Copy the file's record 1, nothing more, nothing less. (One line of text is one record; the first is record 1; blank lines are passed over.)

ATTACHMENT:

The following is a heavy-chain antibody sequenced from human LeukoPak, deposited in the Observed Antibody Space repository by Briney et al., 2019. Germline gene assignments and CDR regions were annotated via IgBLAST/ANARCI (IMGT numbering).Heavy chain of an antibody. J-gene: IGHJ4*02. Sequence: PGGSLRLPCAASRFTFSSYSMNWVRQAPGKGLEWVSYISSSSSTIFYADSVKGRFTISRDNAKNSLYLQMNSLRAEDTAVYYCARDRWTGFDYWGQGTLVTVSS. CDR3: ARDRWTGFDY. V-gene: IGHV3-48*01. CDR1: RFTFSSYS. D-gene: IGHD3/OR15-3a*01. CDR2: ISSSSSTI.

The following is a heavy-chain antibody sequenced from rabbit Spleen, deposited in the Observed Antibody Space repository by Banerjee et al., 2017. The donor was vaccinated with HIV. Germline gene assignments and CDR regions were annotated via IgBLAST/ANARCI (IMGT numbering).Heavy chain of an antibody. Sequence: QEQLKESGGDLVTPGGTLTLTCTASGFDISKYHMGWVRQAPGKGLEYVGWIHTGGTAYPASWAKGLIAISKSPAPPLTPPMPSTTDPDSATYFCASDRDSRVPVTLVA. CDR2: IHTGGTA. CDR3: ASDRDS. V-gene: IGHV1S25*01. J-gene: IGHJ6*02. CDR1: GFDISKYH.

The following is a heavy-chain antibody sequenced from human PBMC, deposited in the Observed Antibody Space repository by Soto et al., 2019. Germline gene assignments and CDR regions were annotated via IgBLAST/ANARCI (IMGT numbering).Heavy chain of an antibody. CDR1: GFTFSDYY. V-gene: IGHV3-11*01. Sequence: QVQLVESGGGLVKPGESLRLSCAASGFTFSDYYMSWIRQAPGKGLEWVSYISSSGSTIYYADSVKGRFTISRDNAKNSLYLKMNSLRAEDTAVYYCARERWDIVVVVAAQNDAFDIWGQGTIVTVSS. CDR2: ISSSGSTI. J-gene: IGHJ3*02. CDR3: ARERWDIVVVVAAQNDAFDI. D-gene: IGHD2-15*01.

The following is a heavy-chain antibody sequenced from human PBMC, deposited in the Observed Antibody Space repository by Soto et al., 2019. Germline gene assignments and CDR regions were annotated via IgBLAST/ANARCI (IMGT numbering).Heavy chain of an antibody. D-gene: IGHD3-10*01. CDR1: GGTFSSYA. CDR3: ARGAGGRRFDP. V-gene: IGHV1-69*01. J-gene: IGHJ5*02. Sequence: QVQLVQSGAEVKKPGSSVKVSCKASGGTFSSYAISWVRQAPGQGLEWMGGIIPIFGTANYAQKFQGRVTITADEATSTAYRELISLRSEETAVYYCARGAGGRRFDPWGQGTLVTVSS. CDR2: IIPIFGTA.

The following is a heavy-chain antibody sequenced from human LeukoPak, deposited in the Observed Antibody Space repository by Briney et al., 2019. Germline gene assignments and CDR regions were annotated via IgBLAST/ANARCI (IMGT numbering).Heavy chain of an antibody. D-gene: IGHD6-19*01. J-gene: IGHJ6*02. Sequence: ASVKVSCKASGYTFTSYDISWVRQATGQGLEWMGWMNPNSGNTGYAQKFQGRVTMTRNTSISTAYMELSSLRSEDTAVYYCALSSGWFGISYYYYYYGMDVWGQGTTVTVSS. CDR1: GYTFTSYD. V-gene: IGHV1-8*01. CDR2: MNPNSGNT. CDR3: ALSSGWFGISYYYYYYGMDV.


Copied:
The following is a heavy-chain antibody sequenced from human LeukoPak, deposited in the Observed Antibody Space repository by Briney et al., 2019. Germline gene assignments and CDR regions were annotated via IgBLAST/ANARCI (IMGT numbering).Heavy chain of an antibody. J-gene: IGHJ4*02. Sequence: PGGSLRLPCAASRFTFSSYSMNWVRQAPGKGLEWVSYISSSSSTIFYADSVKGRFTISRDNAKNSLYLQMNSLRAEDTAVYYCARDRWTGFDYWGQGTLVTVSS. CDR3: ARDRWTGFDY. V-gene: IGHV3-48*01. CDR1: RFTFSSYS. D-gene: IGHD3/OR15-3a*01. CDR2: ISSSSSTI.